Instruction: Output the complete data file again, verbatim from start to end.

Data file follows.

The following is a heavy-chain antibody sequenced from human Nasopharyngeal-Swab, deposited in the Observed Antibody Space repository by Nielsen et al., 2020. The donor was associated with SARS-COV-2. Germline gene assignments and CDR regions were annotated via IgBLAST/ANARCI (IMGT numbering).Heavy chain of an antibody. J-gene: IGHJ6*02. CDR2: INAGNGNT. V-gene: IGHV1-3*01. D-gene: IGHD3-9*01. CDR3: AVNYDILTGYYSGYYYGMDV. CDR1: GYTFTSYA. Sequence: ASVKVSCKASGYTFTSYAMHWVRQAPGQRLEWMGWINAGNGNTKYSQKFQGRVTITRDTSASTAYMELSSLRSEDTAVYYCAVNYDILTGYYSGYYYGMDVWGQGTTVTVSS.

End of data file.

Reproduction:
The following is a heavy-chain antibody sequenced from human Nasopharyngeal-Swab, deposited in the Observed Antibody Space repository by Nielsen et al., 2020. The donor was associated with SARS-COV-2. Germline gene assignments and CDR regions were annotated via IgBLAST/ANARCI (IMGT numbering).Heavy chain of an antibody. J-gene: IGHJ6*02. CDR2: INAGNGNT. V-gene: IGHV1-3*01. D-gene: IGHD3-9*01. CDR3: AVNYDILTGYYSGYYYGMDV. CDR1: GYTFTSYA. Sequence: ASVKVSCKASGYTFTSYAMHWVRQAPGQRLEWMGWINAGNGNTKYSQKFQGRVTITRDTSASTAYMELSSLRSEDTAVYYCAVNYDILTGYYSGYYYGMDVWGQGTTVTVSS.